Disregard for Ephesians 4:11. Another weakness in Grudem's reasoning regarding the equation of apostles and prophets in Ephesians 2:20 lies in his use of Ephesians 4:11 for support. Two aspects of Ephesians 4:11 militate against his conclusion. First, he argues, "When Paul wants to distinguish two people or groups he does not hesitate to use a second article." On this basis, he concludes that the single article with apostle and prophets in 2:20 dictates that Paul intended to equate the two. Yet in Ephesians 4:11-a verse that he uses in another way as a supporting grammatical analogy - Paul used two articles, one with "apostles" and one with "prophets": ("edwken touj men apostolouj, touj de profhtaj", "on one hand he gave apostles and on the other, prophets") which clearly delineates New Testament prophets as a group separate from the apostles. It is cogent reasoning that since Paul thus distinguishes between apostles and prophets in 4:11, he must have intended the same distinction in 2:20. This belies Grudem's interpretation. Second, as already noted, the grammatical analogy that Grudem cites in Ephesians 4:11-that is, the identification of "pastors" and "teachers"-provides no support for his theory, because the plural nouns forbid the pressing of Sharp's rule here too.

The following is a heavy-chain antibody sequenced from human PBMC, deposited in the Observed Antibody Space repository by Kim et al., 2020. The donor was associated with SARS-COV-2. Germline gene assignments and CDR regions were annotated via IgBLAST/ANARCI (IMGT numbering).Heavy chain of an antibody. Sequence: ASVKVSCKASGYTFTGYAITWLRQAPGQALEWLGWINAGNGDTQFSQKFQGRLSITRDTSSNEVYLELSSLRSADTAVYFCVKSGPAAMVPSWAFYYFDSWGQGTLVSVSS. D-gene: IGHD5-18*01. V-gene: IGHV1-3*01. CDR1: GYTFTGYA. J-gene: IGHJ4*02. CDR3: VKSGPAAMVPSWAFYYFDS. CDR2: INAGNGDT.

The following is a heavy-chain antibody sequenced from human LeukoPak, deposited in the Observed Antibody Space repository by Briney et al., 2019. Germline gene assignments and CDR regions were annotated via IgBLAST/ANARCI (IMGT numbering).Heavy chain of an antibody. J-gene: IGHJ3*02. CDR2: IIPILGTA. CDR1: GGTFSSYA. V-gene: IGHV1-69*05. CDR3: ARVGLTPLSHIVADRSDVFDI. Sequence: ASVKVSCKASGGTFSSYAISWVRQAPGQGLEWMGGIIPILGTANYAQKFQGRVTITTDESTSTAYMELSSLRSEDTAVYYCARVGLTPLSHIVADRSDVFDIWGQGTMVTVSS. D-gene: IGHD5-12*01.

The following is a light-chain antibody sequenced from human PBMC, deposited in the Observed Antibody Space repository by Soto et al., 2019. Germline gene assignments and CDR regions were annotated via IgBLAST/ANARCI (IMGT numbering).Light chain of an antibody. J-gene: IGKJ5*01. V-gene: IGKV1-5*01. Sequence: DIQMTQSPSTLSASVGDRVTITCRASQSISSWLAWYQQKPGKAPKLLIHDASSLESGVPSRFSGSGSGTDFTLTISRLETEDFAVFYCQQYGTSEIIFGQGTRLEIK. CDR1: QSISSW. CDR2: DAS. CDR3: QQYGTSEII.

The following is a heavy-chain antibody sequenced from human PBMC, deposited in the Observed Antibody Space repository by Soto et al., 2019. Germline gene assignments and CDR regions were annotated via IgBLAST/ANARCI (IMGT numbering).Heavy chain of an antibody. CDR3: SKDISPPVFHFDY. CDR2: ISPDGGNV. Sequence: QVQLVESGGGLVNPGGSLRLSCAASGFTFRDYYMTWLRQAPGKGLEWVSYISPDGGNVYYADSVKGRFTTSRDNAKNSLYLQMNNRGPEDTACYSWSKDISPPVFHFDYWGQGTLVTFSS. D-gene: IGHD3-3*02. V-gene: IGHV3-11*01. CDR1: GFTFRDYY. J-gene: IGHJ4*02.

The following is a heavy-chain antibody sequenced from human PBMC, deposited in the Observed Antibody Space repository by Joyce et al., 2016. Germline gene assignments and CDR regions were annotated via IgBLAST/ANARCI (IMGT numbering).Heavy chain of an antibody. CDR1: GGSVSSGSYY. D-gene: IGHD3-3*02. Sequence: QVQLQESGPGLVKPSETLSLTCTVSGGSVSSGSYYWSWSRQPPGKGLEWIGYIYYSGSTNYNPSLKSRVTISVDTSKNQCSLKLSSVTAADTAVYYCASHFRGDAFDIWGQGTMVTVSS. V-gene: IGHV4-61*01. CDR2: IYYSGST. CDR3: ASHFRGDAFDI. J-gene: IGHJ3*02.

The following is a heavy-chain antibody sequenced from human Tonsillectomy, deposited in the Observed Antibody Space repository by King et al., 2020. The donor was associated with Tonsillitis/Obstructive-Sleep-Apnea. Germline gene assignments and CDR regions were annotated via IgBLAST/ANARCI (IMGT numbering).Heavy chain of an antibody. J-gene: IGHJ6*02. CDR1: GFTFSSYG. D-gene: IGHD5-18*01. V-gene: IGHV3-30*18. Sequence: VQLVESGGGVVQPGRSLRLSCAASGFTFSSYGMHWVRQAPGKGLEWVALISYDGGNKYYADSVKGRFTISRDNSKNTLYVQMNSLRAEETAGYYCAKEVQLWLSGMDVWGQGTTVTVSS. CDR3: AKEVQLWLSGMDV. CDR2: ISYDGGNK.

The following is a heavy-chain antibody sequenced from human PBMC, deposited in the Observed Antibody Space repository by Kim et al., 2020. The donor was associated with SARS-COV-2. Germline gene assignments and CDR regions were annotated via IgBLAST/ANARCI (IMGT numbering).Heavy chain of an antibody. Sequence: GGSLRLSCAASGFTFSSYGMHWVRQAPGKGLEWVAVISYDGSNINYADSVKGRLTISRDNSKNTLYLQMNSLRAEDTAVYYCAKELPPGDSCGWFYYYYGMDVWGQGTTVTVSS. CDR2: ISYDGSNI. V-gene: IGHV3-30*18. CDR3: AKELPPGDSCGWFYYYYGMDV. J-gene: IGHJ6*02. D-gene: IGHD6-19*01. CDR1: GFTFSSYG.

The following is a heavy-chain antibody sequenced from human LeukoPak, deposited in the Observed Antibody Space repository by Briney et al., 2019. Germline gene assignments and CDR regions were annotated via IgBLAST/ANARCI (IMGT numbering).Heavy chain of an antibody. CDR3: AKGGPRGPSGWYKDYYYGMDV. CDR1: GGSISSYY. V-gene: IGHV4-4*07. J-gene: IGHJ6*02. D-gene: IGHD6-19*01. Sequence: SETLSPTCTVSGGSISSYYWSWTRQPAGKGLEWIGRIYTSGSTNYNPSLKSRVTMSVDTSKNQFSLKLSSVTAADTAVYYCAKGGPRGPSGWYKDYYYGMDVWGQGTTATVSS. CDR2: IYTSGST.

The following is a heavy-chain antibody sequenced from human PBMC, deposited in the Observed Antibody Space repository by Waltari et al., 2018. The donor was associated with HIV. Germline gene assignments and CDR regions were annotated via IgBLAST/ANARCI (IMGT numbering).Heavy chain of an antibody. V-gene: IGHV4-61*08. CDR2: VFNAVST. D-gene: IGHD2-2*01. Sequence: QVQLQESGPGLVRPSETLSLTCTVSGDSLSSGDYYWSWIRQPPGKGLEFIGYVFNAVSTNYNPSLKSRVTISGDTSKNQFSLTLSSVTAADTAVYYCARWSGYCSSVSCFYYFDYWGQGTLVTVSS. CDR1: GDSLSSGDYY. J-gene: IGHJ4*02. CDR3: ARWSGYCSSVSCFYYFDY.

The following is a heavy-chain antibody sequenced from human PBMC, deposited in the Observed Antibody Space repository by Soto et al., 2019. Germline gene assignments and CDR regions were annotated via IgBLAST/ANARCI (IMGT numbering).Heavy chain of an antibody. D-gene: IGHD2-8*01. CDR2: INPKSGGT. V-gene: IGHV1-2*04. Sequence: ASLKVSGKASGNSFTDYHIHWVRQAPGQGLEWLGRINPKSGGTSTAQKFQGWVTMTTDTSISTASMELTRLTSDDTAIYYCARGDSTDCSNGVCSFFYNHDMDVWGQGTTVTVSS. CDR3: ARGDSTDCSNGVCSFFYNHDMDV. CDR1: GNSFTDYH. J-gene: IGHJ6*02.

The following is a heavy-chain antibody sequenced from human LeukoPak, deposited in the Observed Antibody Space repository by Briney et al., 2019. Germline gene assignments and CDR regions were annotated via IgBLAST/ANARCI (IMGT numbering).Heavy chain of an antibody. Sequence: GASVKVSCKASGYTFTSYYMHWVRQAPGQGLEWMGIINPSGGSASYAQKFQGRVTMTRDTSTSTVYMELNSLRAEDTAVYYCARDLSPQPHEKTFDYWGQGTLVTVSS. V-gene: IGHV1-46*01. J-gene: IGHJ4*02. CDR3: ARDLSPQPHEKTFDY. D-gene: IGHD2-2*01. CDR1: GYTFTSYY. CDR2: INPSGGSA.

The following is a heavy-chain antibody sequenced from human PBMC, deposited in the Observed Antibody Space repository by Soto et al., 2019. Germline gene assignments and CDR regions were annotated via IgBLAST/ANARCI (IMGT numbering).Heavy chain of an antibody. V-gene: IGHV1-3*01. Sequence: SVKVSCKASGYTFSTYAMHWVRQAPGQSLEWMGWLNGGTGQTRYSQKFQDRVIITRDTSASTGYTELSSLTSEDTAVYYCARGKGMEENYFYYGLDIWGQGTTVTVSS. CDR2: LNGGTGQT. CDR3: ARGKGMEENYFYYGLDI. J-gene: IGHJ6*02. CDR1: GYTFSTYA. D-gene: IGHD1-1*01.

Prestige Of New Testament Prophets

Another weakness in Grudem's hypothesis is his failure to recognize the high degree of prestige enjoyed by New Testament prophets in the Christian community. As already shown from a correct understanding of Ephesians 2:20, New Testament prophets, in association with the apostles, held the honorable status of helping lay the foundation of the church. Their ranking in the list of gifted persons in 1 Corinthians 12:28 (cf. 14:1) places them second only to the apostles in usefulness to the body of Christ. As Geisler notes, "This exalted position Paul gives to the gift of prophecy is further indication that it [New Testament prophecy] is neither fallible nor inferior to the gift of prophecy in the Old Testament."